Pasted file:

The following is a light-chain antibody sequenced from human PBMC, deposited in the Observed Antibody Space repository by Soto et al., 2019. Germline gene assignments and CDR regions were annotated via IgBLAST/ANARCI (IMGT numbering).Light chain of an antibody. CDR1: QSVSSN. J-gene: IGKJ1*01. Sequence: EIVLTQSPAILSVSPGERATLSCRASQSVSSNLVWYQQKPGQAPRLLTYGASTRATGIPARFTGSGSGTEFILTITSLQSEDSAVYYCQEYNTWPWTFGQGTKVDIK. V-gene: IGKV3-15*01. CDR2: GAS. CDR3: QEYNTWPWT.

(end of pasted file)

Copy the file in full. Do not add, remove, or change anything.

The following is a light-chain antibody sequenced from human PBMC, deposited in the Observed Antibody Space repository by Soto et al., 2019. Germline gene assignments and CDR regions were annotated via IgBLAST/ANARCI (IMGT numbering).Light chain of an antibody. CDR1: QSVSSN. J-gene: IGKJ1*01. Sequence: EIVLTQSPAILSVSPGERATLSCRASQSVSSNLVWYQQKPGQAPRLLTYGASTRATGIPARFTGSGSGTEFILTITSLQSEDSAVYYCQEYNTWPWTFGQGTKVDIK. V-gene: IGKV3-15*01. CDR2: GAS. CDR3: QEYNTWPWT.